Students are leading the battle against food waste in cities. From local start-ups to wholesale retailers, young entrepreneurs seek new ways of rerouting food waste into innovative ideas. For this week’s blog, I caught up with Frank Fritz, who cracked down on food waste on college campuses. Fritz is a junior at GW researching sustainability initiatives in the Washington, D.C., metro area. A passionate advocate for social and environmental justice, Fritz is the president of Fossil Free GW and co-founder of The Washington ComPost, a student-based social enterprise that strives to mitigate food waste and climate change issues.
Where did the Washington ComPost begin?
For three years I interned with the Consortium of Universities, an interest group of D.C. area schools including GW, Georgetown, UDC, Howard and American. I was doing sustainability research for them and in my second year attended a meeting held by Zero Waste Coordinators—these are people who manage waste on campus. They had an event where we actually visited a composting facility out in Prince George’s County, Maryland, where GW sends its waste from the Pelham Commons on the Mount Vernon Campus. The universities had a lot of concerns that students didn’t know how to compost correctly— they would mix the garbage together, and find things like silverware. They thought that students didn’t really have an interest in sustainability, and I thought that was not true. If you started on a small scale, I think you could definitely show that university students were not only interested in composting but would actually gain a lot from sustainable initiatives, not only the waste reduction aspect of it. Reusing organic matter has great impacts for the climate and for our food chains as well. It got me thinking, and I realized that this is a great opportunity to teach about the food chain, its waste, and how we could tighten it to get much more out of it than we thought we could. I worked with another student to develop a pilot composting program for the Hensley Residence Hall on the GW Mount Vernon Campus.
How did the first round go?
The first few weeks were a little bumpy because we had to make sure that quality was well controlled. We did weekly audits, so had to put on rubber gloves and dig through the compost to ensure that there was no extraneous waste and anything that wasn’t compostable. As we went on through the semester, we saw it grow from a good amount of waste to a full 30-gallon toter. Students really took the message to heart and learned a lot about composting.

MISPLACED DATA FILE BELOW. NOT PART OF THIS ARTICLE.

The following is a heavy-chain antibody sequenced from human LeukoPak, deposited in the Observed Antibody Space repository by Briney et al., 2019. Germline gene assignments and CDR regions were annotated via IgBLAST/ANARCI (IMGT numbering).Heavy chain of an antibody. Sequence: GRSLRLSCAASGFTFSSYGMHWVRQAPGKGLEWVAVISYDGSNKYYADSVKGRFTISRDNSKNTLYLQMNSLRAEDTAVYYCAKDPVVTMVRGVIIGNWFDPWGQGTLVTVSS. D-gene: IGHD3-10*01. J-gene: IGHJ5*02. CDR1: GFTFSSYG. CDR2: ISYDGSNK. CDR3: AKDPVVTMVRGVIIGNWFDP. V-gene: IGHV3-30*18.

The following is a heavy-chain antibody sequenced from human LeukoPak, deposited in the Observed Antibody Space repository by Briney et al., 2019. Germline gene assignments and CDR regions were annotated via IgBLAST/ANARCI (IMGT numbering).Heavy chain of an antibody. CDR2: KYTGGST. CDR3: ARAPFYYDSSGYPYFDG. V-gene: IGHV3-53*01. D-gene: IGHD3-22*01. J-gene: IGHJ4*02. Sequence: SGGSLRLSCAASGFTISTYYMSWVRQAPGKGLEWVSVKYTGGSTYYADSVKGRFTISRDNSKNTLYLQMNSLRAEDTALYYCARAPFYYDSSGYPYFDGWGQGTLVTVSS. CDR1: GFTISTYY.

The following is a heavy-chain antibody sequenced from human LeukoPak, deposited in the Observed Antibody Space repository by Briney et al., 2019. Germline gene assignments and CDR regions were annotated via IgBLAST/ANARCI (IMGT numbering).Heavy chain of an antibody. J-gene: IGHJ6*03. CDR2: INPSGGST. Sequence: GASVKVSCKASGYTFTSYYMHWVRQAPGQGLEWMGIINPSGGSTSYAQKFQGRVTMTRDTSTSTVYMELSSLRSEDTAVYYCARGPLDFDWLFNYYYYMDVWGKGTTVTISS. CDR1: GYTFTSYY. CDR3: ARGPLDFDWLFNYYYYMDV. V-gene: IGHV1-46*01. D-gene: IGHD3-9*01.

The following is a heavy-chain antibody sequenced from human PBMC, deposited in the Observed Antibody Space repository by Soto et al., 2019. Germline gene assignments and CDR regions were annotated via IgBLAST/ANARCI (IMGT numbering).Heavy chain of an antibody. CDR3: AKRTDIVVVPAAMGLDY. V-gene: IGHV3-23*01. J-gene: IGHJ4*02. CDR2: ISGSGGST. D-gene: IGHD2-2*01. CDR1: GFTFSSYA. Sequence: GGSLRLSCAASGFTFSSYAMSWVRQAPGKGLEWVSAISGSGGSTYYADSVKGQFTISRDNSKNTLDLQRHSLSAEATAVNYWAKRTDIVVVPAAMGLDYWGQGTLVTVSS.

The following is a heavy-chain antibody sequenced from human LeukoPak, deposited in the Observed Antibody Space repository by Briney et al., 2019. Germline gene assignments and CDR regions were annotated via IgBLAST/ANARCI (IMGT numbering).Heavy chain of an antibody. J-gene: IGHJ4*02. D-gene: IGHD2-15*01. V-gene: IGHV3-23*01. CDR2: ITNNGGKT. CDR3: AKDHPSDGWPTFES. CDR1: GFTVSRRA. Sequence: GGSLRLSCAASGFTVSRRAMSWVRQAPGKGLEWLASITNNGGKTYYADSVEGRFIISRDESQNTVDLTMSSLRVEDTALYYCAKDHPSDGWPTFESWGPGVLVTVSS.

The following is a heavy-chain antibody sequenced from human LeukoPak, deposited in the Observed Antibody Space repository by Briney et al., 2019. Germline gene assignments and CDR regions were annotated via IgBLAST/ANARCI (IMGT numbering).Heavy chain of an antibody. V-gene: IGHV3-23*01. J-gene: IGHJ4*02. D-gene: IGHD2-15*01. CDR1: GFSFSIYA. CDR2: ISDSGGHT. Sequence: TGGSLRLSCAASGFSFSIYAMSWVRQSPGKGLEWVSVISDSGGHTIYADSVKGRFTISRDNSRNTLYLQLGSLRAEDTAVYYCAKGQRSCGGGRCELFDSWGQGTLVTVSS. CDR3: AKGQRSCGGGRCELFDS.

Do you plan to move your initiative from the Mount Vernon Campus to Foggy Bottom?
With the Sodexo contract terminating and the new dining hall coming in, there’s a real opportunity for composting to be involved with the new vendor. A lot of universities already do it, so it wouldn’t be a stretch of the imagination that there would be an opening to try and educate students on how to compost. Our best way to contribute is showing that there is student interest, and that education really does have tangible impacts.
To some, this idea of food waste is still very new, and people may not realize the impact that it has on our environment and economy. How did you engage students?
(In a study) 72% of GW students affirmed that climate change is a real issue to them and that they want their university to be more active. We can always do more when it comes to sustainability and climate change. When you tell people that emissions from decaying food releases methane that can be 13-30 times more potent than greenhouse gas emissions, it gets their attention. One of the best features of the Washington ComPost is that it gets you to separate your waste streams. When you pull food out of your garbage, it doesn’t all just go to the same place, and you have to consciously make an effort to see how much food you actually paid for that will go uneaten. Up to a quarter to one third of all food that American families purchase will go to waste. Food grows on trees, obviously, but it doesn’t always end up in your stomach. And a lot of times, it ends up in our atmosphere, when it could have helped serve underserved people in our area. There’s a huge hunger problem in our city, as well as in the United States in general, and getting people to look at just one part of our food system will cause them to think more critically.
ABOUT THE PROJECT
This is part two of a six-part series. Waste Not Wednesday is a community engagement project created by Ayse Muratoglu, a 2015-2016 Emerging Leader for Food Security for the Land O’Lakes Global Food Challenge Program. The yearlong program takes 10 college sophomores who will work with Land O’Lakes experts to explore issues of food security, and find ways to feed the world. To learn more about the Global Food Challenge, join the conversation at http://foodchallenge.landolakesinc.com/